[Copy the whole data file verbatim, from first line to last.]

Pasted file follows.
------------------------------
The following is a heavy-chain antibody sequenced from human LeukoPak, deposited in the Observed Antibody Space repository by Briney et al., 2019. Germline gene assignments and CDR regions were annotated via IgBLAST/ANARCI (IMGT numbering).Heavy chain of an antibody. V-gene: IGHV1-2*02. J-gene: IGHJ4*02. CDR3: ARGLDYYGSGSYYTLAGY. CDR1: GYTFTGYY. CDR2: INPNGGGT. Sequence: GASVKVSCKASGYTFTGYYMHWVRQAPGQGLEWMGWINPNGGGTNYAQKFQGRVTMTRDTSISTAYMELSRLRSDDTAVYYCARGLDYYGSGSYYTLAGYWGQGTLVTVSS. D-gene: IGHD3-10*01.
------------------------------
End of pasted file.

The following is a heavy-chain antibody sequenced from human LeukoPak, deposited in the Observed Antibody Space repository by Briney et al., 2019. Germline gene assignments and CDR regions were annotated via IgBLAST/ANARCI (IMGT numbering).Heavy chain of an antibody. V-gene: IGHV1-2*02. J-gene: IGHJ4*02. CDR3: ARGLDYYGSGSYYTLAGY. CDR1: GYTFTGYY. CDR2: INPNGGGT. Sequence: GASVKVSCKASGYTFTGYYMHWVRQAPGQGLEWMGWINPNGGGTNYAQKFQGRVTMTRDTSISTAYMELSRLRSDDTAVYYCARGLDYYGSGSYYTLAGYWGQGTLVTVSS. D-gene: IGHD3-10*01.